Reducing inequalities: rich benefit too

In Economy on 15/10/2010 at 5:19 am

“The Spirit Level”, by Professors Picket and Wilkinson,  claims that countries with greater inequalities are causing chronic health and social problems for everyone, including the rich.

“The countries with the biggest gap between the rich and the poor have the highest level of whatever health and social problem it is we’re looking at,” said Professor Pickett.

Unequal societies “have more violence, they have higher teenage birth rates, they have more obesity, they have lower levels of trust, they have lower levels of child well-being, community life is weaker and more people are in prison,” adds Professor Wilkinson.

The argument is that inequality actually causes all these social problems, because unequal places like the UK or USA are more socially competitive places to live in than Sweden or Japan.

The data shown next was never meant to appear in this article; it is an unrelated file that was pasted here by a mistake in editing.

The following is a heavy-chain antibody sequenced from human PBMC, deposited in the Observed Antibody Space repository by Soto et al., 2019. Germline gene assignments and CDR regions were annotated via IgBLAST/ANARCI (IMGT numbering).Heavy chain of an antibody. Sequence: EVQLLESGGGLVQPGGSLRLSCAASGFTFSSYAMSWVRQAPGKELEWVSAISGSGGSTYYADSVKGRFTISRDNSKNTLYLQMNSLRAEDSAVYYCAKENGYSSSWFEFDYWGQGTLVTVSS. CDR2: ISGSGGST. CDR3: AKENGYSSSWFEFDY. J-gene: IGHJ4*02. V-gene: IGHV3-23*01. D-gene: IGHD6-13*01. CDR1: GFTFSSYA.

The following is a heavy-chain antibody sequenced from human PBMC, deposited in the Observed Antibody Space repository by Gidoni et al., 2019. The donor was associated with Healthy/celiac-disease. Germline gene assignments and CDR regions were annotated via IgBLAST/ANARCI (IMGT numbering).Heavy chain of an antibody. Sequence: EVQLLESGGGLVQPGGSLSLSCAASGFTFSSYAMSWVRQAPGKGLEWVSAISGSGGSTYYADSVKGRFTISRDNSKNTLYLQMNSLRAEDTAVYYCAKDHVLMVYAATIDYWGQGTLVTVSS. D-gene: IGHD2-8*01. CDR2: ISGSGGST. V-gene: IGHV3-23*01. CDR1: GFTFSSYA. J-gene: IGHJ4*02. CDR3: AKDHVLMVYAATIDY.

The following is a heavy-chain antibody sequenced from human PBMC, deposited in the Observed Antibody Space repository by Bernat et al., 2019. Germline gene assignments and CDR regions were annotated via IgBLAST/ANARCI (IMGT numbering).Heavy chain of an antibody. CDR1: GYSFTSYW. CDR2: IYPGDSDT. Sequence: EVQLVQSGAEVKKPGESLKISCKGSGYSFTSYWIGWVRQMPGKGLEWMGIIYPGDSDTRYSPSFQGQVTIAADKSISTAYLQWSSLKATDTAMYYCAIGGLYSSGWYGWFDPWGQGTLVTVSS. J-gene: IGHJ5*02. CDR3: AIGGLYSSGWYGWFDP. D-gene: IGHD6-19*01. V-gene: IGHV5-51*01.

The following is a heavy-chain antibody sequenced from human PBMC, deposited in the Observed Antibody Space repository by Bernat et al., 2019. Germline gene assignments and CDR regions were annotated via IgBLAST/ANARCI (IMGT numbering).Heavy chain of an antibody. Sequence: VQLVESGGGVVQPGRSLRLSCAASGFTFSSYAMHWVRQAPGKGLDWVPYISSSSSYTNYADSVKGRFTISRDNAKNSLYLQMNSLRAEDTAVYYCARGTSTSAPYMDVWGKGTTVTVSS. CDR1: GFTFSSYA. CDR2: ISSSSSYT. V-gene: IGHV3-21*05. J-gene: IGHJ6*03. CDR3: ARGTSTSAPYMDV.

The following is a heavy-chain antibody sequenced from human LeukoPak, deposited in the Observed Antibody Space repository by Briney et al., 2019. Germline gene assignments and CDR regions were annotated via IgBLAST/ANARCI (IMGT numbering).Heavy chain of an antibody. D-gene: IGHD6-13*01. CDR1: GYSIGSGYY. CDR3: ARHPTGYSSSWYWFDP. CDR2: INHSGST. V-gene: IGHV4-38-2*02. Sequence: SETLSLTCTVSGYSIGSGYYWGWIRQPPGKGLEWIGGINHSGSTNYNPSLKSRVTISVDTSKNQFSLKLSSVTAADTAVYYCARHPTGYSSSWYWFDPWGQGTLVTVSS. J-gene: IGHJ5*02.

To support their argument, they use data from 23 countries, and 50 US states – in other words, societies already wealthy enough to provide the basics for their citizens, so it is obesity or heart attacks that are bigger worries than diseases caused by poverty.

BBC article

If they are even half correct (and their views are contested), the govmin should not look upon measures to reverse the growth in the Gini gap as wasted expenditure (as the social welfare minister implies  when he ridiculed the idea of increasing the poverty allowance by $50 by asking if the  the poor want to to eat hawker or restaurant food), but rather as an investment. In S’pore, “expenditure” is usually a dirty word, whereas “investment” is a gd word.

Hopefully our ministers will order their staff to read the book and summarise it for them, and people like Kenneth J, Dr Chee, Tan Kin Lian, and Goh Meng Seng read the book. Knowing Eric Tan of the WP, I’m sure he would have ordered the book, if not read it.

In the UK, the PM and leader of the Opposition quote from the book regularly.

And the Chinese Communist Party’s leaders are addressing the issue of narrowing the rich-poor divide. It seems they do not agree with MM that it is inevitable that the gap will grow. [Note this para is an update at 5pm 15 October 2010]

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